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Update to In-office Mask Protocol

December 31, 2021, by Jessica Crisp

As we’re all aware, North Carolina and every community across our eight-county service area are experiencing unprecedented increases in COVID-19 positivity rates.  Although fully-vaccinated and boosted individuals who may have breakthrough infections are likely to experience only mild symptoms, as team members in a community-supported healthcare organization; we share a responsibility to model good public health behaviors while we’re in the office and at all times while representing the organization.

Beginning no later than Tuesday, January 5, 2022 team members working in any administrative office setting are required to wear a surgical mask.  Please note, the organization will no longer consider cloth masks, of any sort, appropriate. This is consistent with the evolving guidance from public health officials in light of the increased transmissibility of the Omicron variant of COVID-19.  Surgical masks are to be worn consistent with previously established guidance and are available in the supply room at each campus.  For any team member with an accommodation, the accommodation remains the controlling guideline.  Surgical masks should not be worn if they are visibly soiled or if they become moist or saturated.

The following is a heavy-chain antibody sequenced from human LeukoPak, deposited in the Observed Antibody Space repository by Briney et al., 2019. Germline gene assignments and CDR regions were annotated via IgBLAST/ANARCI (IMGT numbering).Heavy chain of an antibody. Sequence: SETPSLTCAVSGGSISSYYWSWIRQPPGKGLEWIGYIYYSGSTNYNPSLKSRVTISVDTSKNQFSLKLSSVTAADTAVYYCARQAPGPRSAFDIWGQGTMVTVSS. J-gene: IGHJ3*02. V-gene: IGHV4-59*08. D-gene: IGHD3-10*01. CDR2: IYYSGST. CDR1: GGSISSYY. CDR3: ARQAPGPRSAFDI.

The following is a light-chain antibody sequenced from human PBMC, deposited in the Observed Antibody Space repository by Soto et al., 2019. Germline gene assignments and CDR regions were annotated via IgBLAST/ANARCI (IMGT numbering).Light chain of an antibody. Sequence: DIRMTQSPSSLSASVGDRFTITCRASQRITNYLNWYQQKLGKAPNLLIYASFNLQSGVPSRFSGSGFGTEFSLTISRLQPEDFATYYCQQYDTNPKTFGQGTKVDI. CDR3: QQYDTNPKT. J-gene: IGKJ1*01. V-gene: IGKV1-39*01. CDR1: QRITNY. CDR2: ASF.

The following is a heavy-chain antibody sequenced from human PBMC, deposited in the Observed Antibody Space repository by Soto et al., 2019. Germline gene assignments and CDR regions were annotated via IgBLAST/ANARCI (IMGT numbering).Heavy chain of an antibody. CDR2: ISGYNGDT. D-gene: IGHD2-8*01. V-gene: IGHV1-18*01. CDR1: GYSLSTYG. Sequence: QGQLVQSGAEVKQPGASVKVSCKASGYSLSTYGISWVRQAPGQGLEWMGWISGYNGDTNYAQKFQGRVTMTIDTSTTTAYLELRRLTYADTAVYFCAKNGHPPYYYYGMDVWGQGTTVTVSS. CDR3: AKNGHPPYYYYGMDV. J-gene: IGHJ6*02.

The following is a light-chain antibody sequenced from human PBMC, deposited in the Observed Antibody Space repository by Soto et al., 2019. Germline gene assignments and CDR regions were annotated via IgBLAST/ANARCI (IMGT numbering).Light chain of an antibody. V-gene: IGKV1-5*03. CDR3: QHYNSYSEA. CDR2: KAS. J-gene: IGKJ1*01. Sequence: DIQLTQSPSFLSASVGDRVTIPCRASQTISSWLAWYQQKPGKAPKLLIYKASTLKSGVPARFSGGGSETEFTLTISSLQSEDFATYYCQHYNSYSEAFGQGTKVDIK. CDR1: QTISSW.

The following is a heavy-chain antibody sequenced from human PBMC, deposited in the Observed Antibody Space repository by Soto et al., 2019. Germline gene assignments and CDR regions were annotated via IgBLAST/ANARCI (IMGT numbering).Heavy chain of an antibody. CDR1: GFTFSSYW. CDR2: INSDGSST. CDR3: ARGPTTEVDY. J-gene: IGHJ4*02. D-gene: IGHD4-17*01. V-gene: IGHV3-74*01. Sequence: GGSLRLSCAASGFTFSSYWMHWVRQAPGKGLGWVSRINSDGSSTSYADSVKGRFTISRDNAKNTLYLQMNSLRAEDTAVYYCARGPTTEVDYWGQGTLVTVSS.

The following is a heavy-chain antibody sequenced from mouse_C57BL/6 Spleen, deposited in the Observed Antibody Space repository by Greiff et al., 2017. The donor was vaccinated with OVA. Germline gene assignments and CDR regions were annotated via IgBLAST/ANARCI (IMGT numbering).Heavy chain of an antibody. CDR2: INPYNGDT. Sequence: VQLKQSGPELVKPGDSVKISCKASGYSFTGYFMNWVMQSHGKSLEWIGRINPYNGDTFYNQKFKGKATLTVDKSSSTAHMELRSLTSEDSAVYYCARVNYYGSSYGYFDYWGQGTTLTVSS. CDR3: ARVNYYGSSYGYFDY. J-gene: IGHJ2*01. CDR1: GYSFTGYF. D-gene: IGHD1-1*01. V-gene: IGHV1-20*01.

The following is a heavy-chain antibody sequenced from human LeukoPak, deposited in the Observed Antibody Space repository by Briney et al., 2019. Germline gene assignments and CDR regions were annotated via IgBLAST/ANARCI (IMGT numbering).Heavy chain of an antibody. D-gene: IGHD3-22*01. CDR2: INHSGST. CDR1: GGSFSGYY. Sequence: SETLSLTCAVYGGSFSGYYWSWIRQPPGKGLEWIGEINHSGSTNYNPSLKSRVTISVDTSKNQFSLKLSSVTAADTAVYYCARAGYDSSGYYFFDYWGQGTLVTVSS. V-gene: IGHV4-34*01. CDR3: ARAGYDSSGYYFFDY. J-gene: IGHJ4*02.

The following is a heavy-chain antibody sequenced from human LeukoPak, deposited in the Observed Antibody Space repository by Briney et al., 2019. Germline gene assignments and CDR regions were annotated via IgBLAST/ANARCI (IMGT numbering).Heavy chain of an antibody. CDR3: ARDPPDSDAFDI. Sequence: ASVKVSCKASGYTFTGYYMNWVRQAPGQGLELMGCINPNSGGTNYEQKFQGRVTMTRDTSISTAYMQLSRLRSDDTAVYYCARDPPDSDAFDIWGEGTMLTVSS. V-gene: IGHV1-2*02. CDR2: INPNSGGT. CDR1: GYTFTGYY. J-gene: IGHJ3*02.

Although the organization has an ample supply of surgical masks, please take only the number necessary for your own use.  For assistance in locating or accessing surgical masks in High Point, please see Susan Cox.  In Asheboro, please see MaryJo Norwood, Candy Hunter, or Beth Taylor.  Team members are encouraged to source surgical masks for in-office use from the organization’s current inventory.  If you purchase surgical masks for use outside the office environment, keep the following in mind:  surgical/procedure masks purchased in any over-the-counter retail location should be marked as fluid resistant.

Although a significant percentage of team members who are booster-eligible have received a booster dose, team members who are eligible and have not taken advantage of the booster dose are encouraged to do so. While the CDC still defines fully vaccinated as having received both doses of either the Pfizer (Comirnity) or Moderna mRNA vaccine or a single dose of the J&J vaccine, reports suggest the CDC may be contemplating updating the definition of fully vaccinated in the coming weeks.  Most importantly, however, scientific evidence demonstrates that booster doses increase immune response and protective immunity significantly.  Just like receiving the flu vaccine helps minimize the effects of a breakthrough flu infection, a COVID-19 booster dose helps minimize the risk of severe COVID-19 illness, hospitalization or death.

For more information about our organizational response to COVID-19 please click here.